In this tense moment, confrontational narratives between the United States and China have drowned out the competitive and cooperative components of the relationship, increasing the risks, escalating frictions and undermining global cooperation. The G2o summit in mid-November in Indonesia poses the possibility of confrontations between the West and Russia, forcing the ten non-western governments to take sides that they want to avoid, and washing away the focus on systemic risks which are affecting everyone everywhere.
China and the US: two different approaches
What to do? Let’s imagine a world in which humanity is able to see opportunity in crisis moments and embrace contradictions rather than see binary choices between good and evil, hope and despair.
Henry Wang, head the Centre for China and Globalization think tank in Beijing, begins an article in SCMP with a quote from F. Scott Fitzgerald that “the test of a first-rate intelligence is the ability to hold two opposing ideas in mind at the same time”. This echoes the observation of Kings College London China scholar, Kerry Brown, in his book on China’s Dream, which among other things highlights the degree to which “embracing contradictions” is a strong feature of Chinese political culture.
It seems that China is more adept at “embracing contradictions” than the West. Reuters reported on October 26 that “President Xi Jinping said China is willing to work with the United States to find ways to get along to the benefit of both” in a statement to the National Committee on US-China Relations. At the same time, after Lloyd Austin, US Defense Secretary, suggested reinstating communications links between the US and China military leaderships that had been dropped by China in the wake of House Speaker Nancy Pelosi’s visit to Taiwan. The spokesperson for China’s foreign ministry responded with “warrior diplomacy” harsh rebukes.
So, what would happen if we imagined a world of mixed messages, complexity, and contradiction in which diverse messages, meanings and movements exist side-by-side with each other, and we take advantage of that mix to make bold moves that can reduce tensions and make progress. What could happen in Bali to facilitate upside outcomes over downside dangers?
A bilateral agenda to be discussed in Bali
One upside move would be for Joe Biden and Xi Jinping to agree beforehand to meet in Bali to discuss a variety of issues.
***Could they possibly agree to try to reduce the current risks of nuclear accidents and actions which would break the guardrails established after the second world war? There is evidence from an online article by former PLA official Zhou Bo in the Financial Times suggesting that “China can use its leverage to prevent nuclear war”.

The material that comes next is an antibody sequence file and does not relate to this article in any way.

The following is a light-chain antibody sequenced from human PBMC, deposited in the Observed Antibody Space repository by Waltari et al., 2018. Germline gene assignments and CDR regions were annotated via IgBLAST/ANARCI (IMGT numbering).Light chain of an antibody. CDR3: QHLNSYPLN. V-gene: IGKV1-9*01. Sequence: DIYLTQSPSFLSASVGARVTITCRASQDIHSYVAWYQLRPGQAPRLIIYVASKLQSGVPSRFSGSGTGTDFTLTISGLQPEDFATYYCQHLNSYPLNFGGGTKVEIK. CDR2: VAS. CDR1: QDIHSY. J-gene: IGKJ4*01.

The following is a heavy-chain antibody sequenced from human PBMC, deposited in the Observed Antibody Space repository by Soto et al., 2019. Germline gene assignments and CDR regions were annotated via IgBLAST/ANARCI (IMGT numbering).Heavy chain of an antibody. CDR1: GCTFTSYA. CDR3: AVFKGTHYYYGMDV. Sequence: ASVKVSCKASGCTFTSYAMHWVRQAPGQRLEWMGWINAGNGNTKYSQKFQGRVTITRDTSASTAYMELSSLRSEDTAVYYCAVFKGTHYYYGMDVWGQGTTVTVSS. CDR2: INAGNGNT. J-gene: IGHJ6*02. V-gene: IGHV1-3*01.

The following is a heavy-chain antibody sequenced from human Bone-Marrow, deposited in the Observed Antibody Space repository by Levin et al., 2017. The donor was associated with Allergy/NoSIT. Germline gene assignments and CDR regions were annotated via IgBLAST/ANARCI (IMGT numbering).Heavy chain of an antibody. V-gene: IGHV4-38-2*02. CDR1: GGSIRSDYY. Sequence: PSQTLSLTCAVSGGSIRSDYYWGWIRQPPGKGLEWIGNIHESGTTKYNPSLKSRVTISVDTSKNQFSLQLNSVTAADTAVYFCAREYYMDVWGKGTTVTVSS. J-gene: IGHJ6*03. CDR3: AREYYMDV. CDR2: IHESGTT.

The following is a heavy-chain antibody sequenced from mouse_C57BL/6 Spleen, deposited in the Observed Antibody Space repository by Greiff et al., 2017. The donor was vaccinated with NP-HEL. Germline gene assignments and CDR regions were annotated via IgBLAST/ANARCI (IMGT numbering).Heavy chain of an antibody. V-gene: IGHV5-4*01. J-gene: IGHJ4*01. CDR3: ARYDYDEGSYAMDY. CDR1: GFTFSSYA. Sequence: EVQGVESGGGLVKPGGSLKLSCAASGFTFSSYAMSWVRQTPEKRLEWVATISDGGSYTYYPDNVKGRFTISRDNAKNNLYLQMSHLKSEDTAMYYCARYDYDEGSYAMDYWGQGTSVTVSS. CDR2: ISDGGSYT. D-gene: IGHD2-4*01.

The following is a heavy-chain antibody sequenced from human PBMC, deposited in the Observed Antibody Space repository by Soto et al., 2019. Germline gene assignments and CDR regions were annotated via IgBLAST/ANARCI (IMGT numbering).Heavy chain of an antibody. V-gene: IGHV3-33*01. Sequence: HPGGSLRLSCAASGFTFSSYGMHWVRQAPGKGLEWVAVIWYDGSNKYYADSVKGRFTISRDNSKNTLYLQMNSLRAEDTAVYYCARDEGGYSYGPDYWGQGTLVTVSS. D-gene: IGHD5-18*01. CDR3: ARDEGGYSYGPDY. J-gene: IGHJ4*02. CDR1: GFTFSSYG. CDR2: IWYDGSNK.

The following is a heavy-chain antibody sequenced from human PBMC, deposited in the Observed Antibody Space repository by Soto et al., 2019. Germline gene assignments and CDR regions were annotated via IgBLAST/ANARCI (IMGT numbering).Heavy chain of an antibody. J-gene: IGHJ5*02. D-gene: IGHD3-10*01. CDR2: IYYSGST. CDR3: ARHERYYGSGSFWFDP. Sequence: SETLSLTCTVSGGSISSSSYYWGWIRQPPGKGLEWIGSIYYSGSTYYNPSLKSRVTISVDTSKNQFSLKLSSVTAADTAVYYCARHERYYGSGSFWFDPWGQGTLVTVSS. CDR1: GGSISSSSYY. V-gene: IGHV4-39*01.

***In addition, it might be possible for China and the US and the EU to gain global agreement in Bali on enforcing minimum standards for the safety and security of nuclear plants world-wide but with a focus on the two large plants in Ukraine currently occupied by Russia. Perhaps the IAEA in Vienna could help draft a set of guidelines for the G20 to agree to in Bali to propose for United Nations approval.
***Could the US and China agree to reiterate the need for compliance with basic minimum standards for the conduct of war protecting civilians and combatants, agreed to by all parties in the Geneva Protocols and IRC guidelines decades ago?
***Could Xi Jinping and Joe Biden agree to reciprocate on reduction of tariffs, as Fred Bergsten has argued in his new book? And jointly, agree to strengthen the WTO?
***Could Joe Biden and Xi Jinping agree to jointly support a major increase in resources for the World Bank to be deployed toward addressing systemic global challenges, as proposed by Larry Summers and also by Janet Yellen and the Center for Global Development?
***Could Xi Jinping and Joe Biden agree that the Sustainable Development Goals for 2030 agreed to by 194 countries in 2015 are a compelling framework for addressing systemic challenges in advanced, emerging and developing countries, and that because that is so, agree to put real teeth into monitoring and evaluating progress toward the SDGs for 2030 and trying to use them as leverage for achieving deep transformational changes to achieve systemic sustainability?
***Related to the SDGs, could Joe Biden and Xi Jinping (and the EU) agree to coordinate infrastructure investment globally, by bringing together the workstreams of each continent's efforts and by strengthening coordination among multilateral development banks and other international financial institutions across the global system in behalf of better outcomes for people everywhere?
***Could Xi Jinping and Joe Biden agree to reinstate the eight "suspended" and "extinguished" official working groups on key issues that were canceled in the aftermath of the visit of Nancy Pelosi to Taiwan?? Some of those are worthy and low profile, and hence feasible to resuscitate. And at least one of them is absolutely crucial, namely the communications working group between military commands in the two countries, which Defense Secretary Lloyd Austin is eager to re-establish.
G20 Summit: a potential turning point?
The bottom line is: could China, the US and the West be willing to open the door to continuous and more intense dialogues and engagement on global systemic challenges, alongside of ongoing geopolitical tensions?
The Indonesian G20 is a potential turning point event, in which either bold moves shift the political dynamics and restore global progress on global issues, or in which global tensions prevail, dominating global governance and weakening it at this crucial moment for the world.
Please also read the Statement by China-West Dialogue for G20 Summit in Indonesia.